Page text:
As I have said previously why is the Sacrament of Penance (available to all) lumped in with the Sacrament of the Eucharist (requiring a state of grace)? This is a deliberate obfuscation of the issue.

Despite this clause having not got the necessary majority we are then told in new clause 123 that a “great number” now support the idea of a penitential way. Who are this “great number”? Father Thomas Michelet O.P. of Fribourg University has written on this at length see.

He rightly asks whether this “great number” are the Bishops and if so have they changed their minds since the first session without having met? This is all highly ambiguous and appears to be an attempt to gloss over fundamental differences. It will lead to chaos: first of all a change in pastoral practice and inevitably if that happens a change in doctrine will have been implied in the long run without the Church agreeing to it.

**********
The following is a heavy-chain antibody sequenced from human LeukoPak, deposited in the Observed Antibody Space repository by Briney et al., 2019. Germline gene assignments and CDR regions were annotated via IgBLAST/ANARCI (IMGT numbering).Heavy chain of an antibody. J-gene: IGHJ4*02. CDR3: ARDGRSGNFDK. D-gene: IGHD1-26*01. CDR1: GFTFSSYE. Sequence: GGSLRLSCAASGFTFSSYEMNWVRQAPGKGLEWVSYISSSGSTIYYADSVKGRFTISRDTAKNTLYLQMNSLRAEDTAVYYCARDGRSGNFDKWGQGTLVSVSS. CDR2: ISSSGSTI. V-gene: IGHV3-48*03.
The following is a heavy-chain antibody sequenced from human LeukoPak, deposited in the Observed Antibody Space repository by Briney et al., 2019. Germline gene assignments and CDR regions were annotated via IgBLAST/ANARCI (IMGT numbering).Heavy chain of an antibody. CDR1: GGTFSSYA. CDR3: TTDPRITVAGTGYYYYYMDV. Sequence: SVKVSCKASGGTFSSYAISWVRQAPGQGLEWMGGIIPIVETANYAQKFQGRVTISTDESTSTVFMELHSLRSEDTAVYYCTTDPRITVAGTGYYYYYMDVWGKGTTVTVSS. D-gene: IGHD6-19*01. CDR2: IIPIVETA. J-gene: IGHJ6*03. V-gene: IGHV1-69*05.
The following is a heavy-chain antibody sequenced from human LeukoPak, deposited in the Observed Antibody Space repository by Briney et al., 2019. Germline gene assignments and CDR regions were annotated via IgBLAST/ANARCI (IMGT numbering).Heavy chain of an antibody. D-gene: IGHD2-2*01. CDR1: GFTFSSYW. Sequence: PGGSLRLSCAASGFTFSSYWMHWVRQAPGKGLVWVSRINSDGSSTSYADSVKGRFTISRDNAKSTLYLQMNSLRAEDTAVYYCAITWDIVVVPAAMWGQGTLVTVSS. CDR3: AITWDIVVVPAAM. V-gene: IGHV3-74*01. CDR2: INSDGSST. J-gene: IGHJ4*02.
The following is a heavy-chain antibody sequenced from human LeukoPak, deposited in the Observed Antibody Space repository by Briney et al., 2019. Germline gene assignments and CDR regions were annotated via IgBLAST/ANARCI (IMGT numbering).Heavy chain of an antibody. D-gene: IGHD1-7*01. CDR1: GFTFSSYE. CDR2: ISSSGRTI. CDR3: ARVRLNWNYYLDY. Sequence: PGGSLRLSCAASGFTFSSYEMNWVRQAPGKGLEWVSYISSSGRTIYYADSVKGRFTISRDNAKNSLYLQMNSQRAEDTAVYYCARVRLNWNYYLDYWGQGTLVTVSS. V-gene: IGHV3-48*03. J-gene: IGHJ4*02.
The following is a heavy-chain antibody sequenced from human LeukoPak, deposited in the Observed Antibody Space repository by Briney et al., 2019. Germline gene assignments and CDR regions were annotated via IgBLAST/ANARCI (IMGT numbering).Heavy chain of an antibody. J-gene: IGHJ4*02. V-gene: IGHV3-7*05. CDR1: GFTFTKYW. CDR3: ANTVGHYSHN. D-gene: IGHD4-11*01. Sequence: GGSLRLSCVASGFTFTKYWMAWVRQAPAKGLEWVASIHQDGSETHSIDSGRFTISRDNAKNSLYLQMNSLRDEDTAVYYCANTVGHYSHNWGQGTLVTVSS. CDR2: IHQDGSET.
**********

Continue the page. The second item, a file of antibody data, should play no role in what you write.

The clause reads:

123. Concerning the aforementioned subject, a great number agree that a journey of reconciliation or penance, under the auspices of the local bishop, might be undertaken by those who are divorced and civilly remarried or those living together. In reference to Familiaris Consortio, 84, the suggestion was made to follow a process which includes: becoming aware of why the marriage failed and the wounds it caused; due repentance; verification of the possible nullity of the first marriage; a commitment to spiritual communion; and a decision to live in continence.
Others refer to a way of penance, meaning a process of clarifying matters after experiencing a failure and a reorientation which is to be accompanied by a priest who is appointed for this purpose. This process ought to lead the party concerned to an honest judgement of his/her situation. At the same time, the priest himself might come to a sufficient evaluation as to be able to suitably apply the power of binding and loosing to the situation.